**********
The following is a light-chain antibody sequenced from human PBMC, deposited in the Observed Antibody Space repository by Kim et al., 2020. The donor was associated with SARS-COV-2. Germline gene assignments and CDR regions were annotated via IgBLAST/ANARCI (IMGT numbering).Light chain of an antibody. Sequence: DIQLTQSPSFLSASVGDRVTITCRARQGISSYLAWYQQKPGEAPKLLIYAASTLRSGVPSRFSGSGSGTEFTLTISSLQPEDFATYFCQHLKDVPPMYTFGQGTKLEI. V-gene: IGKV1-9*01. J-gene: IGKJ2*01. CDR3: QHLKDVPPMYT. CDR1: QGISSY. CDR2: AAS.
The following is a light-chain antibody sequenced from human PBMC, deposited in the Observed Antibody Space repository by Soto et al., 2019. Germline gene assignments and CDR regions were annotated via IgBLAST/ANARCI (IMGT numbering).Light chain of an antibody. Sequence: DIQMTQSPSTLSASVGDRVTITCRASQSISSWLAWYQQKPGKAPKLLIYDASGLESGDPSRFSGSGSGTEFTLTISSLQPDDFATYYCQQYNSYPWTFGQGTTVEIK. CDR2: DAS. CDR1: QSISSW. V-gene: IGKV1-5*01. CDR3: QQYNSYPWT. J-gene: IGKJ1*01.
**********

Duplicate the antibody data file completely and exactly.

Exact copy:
The following is a light-chain antibody sequenced from human PBMC, deposited in the Observed Antibody Space repository by Kim et al., 2020. The donor was associated with SARS-COV-2. Germline gene assignments and CDR regions were annotated via IgBLAST/ANARCI (IMGT numbering).Light chain of an antibody. Sequence: DIQLTQSPSFLSASVGDRVTITCRARQGISSYLAWYQQKPGEAPKLLIYAASTLRSGVPSRFSGSGSGTEFTLTISSLQPEDFATYFCQHLKDVPPMYTFGQGTKLEI. V-gene: IGKV1-9*01. J-gene: IGKJ2*01. CDR3: QHLKDVPPMYT. CDR1: QGISSY. CDR2: AAS.
The following is a light-chain antibody sequenced from human PBMC, deposited in the Observed Antibody Space repository by Soto et al., 2019. Germline gene assignments and CDR regions were annotated via IgBLAST/ANARCI (IMGT numbering).Light chain of an antibody. Sequence: DIQMTQSPSTLSASVGDRVTITCRASQSISSWLAWYQQKPGKAPKLLIYDASGLESGDPSRFSGSGSGTEFTLTISSLQPDDFATYYCQQYNSYPWTFGQGTTVEIK. CDR2: DAS. CDR1: QSISSW. V-gene: IGKV1-5*01. CDR3: QQYNSYPWT. J-gene: IGKJ1*01.